With a global pandemic that doesn’t seem to be slowing down anytime soon, how are college students staying busy and getting busy?
The past couple of months college students all over the country have been making sure to stay six feet apart from each other, but what happens when they get lonely or just want to meet someone new? With apps like Tinder, Bumble and Hinge, students went from having the ability to meet up with someone at their fingertips to being scared to merely talk to anyone.
They have lost their ability to sit next to one another in classes, share meals without having to worry about where the other person has been and even the ability to make new “friends.”
Students have gone from being able to see whomever they wanted whenever they wanted, to shooting their shot by sending a private message to that cute person in their Zoom class… which is then accidentally sent to everyone in the meeting.
Times are changing and the so-called “dating” and “hook-up culture” that comes with the college experience is as well. Students are now urged to keep their circles tight and to keep from meeting new people, but at college students’ ages they are prone to getting lonely.
Students at Cal Poly have been staying as safe as they can, but when it comes to fulfilling some “needs,” students vary on their outlooks on what it means to “meet-up” or “hook-up” during this uncertain time.
There are two main outlooks that seem to be a reoccurring. First, many students feel that before anything happens, even the initial meeting, the person must be either tested or a full examination on where they have been, as well as who they have surrounded themselves with.
For others there is a more relaxed approach, in which some students don’t care or simply care less. Many of these students have the view that the meeting may be a one time thing and if the person seems healthy enough then “f**k it” because some students need to “satisfy their itch.”
Satisfying that itch has a lot of different meanings for students and relieving it may lead to a new relationship or sadly to the spread of the virus everyone dreads so much.
Joey Garcia, a chemical engineering senior, said he’d have been, if anything, more active on dating apps then ever before and actively trying to meet someone.
“During the lockdown I just still trying to meet someone because I just found myself always feeling lonely, and could only hangout with my roommates for so long,” said Garcia.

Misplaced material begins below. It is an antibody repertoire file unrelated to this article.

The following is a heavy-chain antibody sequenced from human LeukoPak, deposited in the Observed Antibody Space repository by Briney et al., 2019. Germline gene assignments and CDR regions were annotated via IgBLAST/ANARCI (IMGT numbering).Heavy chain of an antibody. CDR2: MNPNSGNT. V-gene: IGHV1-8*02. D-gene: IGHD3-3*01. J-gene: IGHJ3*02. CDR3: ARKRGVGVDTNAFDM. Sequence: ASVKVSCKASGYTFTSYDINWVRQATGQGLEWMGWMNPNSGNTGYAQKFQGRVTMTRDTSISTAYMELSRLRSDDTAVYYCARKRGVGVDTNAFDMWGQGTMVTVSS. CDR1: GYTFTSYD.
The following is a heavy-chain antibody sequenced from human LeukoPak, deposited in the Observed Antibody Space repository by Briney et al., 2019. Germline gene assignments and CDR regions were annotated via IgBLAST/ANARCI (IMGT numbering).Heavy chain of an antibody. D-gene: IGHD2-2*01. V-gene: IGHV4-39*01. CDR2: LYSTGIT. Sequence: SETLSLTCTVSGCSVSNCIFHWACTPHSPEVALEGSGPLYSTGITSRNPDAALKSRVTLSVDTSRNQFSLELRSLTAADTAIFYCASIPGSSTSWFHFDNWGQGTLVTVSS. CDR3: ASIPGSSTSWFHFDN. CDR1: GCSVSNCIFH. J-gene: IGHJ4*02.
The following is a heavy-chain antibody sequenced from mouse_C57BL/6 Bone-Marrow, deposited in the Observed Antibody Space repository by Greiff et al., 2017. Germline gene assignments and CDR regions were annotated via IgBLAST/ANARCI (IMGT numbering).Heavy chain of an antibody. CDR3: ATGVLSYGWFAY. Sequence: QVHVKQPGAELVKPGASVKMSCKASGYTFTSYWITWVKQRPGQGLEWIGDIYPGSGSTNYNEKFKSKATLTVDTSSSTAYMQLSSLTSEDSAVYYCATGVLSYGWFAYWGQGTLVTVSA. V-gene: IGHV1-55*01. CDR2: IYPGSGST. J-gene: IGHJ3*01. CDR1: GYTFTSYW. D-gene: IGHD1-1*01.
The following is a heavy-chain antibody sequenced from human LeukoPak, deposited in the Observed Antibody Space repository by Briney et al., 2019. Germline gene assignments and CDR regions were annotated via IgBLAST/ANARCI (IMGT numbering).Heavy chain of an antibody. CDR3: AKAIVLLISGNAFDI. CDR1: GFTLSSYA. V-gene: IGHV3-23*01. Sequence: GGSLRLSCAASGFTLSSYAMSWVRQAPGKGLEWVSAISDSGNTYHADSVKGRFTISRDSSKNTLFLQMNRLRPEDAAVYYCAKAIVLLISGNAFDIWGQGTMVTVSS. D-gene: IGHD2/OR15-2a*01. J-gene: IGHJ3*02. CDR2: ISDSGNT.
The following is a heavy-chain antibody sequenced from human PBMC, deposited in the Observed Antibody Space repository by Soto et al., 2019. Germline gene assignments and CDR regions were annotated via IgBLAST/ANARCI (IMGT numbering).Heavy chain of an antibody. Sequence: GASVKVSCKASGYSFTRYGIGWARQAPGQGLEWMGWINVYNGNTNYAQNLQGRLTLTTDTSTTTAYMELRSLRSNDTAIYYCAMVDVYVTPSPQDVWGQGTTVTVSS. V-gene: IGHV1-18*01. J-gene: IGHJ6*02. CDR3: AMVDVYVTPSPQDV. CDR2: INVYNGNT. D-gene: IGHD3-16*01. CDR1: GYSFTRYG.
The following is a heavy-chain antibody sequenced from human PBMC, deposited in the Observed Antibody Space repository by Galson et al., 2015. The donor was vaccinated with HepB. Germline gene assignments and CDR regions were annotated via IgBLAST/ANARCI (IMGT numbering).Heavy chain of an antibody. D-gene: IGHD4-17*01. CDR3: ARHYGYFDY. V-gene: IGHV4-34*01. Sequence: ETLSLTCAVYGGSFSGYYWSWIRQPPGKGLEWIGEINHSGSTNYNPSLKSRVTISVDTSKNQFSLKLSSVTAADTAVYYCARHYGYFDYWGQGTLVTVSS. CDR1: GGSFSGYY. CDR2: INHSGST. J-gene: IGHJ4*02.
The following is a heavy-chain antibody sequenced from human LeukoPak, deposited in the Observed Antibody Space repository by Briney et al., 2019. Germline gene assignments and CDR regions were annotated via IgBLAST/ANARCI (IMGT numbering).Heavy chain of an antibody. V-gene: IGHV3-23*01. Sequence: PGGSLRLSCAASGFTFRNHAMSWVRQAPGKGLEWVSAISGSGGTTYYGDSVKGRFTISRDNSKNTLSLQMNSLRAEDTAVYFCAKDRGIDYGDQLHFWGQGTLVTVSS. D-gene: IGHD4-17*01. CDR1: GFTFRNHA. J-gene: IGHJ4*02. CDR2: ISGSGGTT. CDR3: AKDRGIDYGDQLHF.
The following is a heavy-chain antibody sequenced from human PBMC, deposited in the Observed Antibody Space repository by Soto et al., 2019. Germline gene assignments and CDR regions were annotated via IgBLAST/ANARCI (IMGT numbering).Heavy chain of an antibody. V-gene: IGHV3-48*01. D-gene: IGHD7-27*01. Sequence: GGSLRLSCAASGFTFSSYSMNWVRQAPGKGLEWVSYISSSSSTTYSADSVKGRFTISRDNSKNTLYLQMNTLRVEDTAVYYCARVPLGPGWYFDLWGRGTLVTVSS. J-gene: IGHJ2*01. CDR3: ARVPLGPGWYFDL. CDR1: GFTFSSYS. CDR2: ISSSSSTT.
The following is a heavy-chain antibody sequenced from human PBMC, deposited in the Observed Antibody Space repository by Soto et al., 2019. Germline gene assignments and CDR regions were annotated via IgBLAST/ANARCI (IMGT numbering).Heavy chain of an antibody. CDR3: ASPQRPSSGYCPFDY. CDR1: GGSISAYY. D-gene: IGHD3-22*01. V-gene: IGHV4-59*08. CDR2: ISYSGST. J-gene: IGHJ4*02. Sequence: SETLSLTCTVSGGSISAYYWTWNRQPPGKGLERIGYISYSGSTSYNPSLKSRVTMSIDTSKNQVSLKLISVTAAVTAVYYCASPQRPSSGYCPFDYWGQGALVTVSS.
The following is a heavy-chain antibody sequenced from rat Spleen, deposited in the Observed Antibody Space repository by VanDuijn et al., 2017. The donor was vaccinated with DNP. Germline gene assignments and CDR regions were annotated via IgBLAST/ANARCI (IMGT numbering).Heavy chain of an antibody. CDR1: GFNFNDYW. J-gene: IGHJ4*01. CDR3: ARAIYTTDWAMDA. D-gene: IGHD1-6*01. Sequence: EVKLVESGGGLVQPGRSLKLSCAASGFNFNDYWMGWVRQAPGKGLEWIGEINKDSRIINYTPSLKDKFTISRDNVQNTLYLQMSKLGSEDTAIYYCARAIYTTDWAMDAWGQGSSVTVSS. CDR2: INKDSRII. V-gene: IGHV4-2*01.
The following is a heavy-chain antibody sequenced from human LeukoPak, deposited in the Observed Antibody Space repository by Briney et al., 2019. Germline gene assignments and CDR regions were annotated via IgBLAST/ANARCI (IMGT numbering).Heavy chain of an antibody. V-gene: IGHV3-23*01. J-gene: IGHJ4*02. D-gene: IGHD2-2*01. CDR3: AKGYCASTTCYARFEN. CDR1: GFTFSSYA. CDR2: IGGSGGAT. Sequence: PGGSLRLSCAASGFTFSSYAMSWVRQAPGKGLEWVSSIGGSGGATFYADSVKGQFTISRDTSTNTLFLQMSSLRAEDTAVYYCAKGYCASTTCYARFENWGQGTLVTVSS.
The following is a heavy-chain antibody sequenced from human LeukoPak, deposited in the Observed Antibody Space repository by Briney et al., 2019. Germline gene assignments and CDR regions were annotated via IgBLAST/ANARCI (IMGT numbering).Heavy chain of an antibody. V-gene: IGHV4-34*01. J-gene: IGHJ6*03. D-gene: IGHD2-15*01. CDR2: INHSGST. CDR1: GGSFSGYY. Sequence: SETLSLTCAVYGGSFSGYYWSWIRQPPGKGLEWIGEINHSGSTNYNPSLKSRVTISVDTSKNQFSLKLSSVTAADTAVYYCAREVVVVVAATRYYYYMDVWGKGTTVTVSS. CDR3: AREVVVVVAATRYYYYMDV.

He saw himself wanting even more attention and company because being alone during such an uncertain time scared him. Garcia went on to explain that every person that they have met, either over a dating app or by other means, has asked him – and vice versa – if he had been tested as well as where he had been.
“I just really wanted to feel safe when I met up with people. I was still seeing my family at that time and if one of them could get sick because of me, I wouldn’t know what I’d do,” said Garcia.
Garcia noticed a mix of responses from people who were trying to meet up. He explained that if it’s late, no one really wants to go through the motions of asking where the other has been or if they’ve been tested. However, that’s usually how you know that person only wants one thing.
On the other hand, if the person is truly interested they usually don’t mind me asking questions or even setting up a zoom call first to make sure that the person is real and if they look and sound healthy. It was a constant battle for Garcia to not just go out for a “good time” with a “rando” at 1 a.m., but now he has found himself in a relationship with someone he met on a dating app.
“I met this girl on a dating app, her name is Avery and quarantine kinda made our relationship really solid,” said Garcia. “We were super safe when we first met and once we found out we were both negative, we started going out more. Now she’s my girlfriend.”
This story is one that has a happy ending, however some don’t necessarily go as well. A philosophy senior, Bryce Mayers, said he has gotten “low key” desperate and has met with people without even asking if they have any past connection with the virus.
“It just felt bad, like I knew the risk but I was just like ‘why not?’ But sometimes after it happens, I [didn’t] feel right and just feel gross,” said Mayers.
He said he did feel a bit “trashy” not asking where the other person has been or who they’ve surrounded themselves, but it’s been hard being alone with a house full of guys.
He ended meeting a girl through another friend that had recently become single and was ready to “toss his line.” The two had never really met except at a pre-COVID party that they both attended.
The line caught and they met for drinks at a local bar, which turned into a hangout back at his apartment. One thing led to another, and the students’ desire for “company” was satisfied, but it all came with a cost. The student, not knowing that his date had been having fun with her new freedom, led him to the virus.
“It was stupid of me to go in blind and to think that I was invincible, which I think a lot of students feel,” said Mayers.
Fortunately, Mayers got better after weeks of quarantining himself and noticed that, even though he was “satisfied,” he had learned that the risk is too high.
He explained that the risk to satisfy a desire that can be put on hold is worth it, especially if that means the safety of not only himself, but the people around him.
Everyone has desires, “itches” and needs that must be fulfilled in some way, but is the risk really worth it?
Understandably, college students thrive in the company of others and at times they just are looking to create new relationships. So as long as they stay safe and know the cost, have fun, be respectful and remember that everyone is in this together.